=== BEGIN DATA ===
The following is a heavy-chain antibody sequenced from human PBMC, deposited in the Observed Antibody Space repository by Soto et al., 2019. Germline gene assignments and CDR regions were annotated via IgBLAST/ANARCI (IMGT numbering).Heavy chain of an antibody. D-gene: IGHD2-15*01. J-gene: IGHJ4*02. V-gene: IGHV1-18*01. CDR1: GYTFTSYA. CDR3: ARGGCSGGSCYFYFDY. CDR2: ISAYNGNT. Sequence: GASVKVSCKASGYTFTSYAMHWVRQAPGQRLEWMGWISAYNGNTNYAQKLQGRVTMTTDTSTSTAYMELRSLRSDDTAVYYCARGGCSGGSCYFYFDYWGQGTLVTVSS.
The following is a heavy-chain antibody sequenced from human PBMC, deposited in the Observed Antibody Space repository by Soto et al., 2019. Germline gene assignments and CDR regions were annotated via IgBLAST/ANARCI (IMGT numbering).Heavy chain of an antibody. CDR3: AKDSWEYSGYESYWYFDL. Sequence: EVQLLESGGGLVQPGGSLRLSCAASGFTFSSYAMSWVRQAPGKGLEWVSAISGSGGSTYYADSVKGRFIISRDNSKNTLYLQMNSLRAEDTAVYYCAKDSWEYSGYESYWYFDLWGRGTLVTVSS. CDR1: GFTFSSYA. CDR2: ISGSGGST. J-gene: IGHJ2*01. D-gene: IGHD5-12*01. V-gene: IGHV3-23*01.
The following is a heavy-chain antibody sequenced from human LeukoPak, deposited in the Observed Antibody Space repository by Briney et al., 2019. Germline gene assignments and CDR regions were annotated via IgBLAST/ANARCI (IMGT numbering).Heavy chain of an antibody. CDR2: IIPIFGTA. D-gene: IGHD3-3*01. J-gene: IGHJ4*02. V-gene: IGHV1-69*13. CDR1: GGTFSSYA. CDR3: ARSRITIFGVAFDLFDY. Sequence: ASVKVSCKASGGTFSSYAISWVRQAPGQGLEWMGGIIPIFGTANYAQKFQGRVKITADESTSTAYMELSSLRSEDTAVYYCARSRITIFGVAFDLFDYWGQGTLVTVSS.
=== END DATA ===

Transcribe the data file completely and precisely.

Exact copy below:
The following is a heavy-chain antibody sequenced from human PBMC, deposited in the Observed Antibody Space repository by Soto et al., 2019. Germline gene assignments and CDR regions were annotated via IgBLAST/ANARCI (IMGT numbering).Heavy chain of an antibody. D-gene: IGHD2-15*01. J-gene: IGHJ4*02. V-gene: IGHV1-18*01. CDR1: GYTFTSYA. CDR3: ARGGCSGGSCYFYFDY. CDR2: ISAYNGNT. Sequence: GASVKVSCKASGYTFTSYAMHWVRQAPGQRLEWMGWISAYNGNTNYAQKLQGRVTMTTDTSTSTAYMELRSLRSDDTAVYYCARGGCSGGSCYFYFDYWGQGTLVTVSS.
The following is a heavy-chain antibody sequenced from human PBMC, deposited in the Observed Antibody Space repository by Soto et al., 2019. Germline gene assignments and CDR regions were annotated via IgBLAST/ANARCI (IMGT numbering).Heavy chain of an antibody. CDR3: AKDSWEYSGYESYWYFDL. Sequence: EVQLLESGGGLVQPGGSLRLSCAASGFTFSSYAMSWVRQAPGKGLEWVSAISGSGGSTYYADSVKGRFIISRDNSKNTLYLQMNSLRAEDTAVYYCAKDSWEYSGYESYWYFDLWGRGTLVTVSS. CDR1: GFTFSSYA. CDR2: ISGSGGST. J-gene: IGHJ2*01. D-gene: IGHD5-12*01. V-gene: IGHV3-23*01.
The following is a heavy-chain antibody sequenced from human LeukoPak, deposited in the Observed Antibody Space repository by Briney et al., 2019. Germline gene assignments and CDR regions were annotated via IgBLAST/ANARCI (IMGT numbering).Heavy chain of an antibody. CDR2: IIPIFGTA. D-gene: IGHD3-3*01. J-gene: IGHJ4*02. V-gene: IGHV1-69*13. CDR1: GGTFSSYA. CDR3: ARSRITIFGVAFDLFDY. Sequence: ASVKVSCKASGGTFSSYAISWVRQAPGQGLEWMGGIIPIFGTANYAQKFQGRVKITADESTSTAYMELSSLRSEDTAVYYCARSRITIFGVAFDLFDYWGQGTLVTVSS.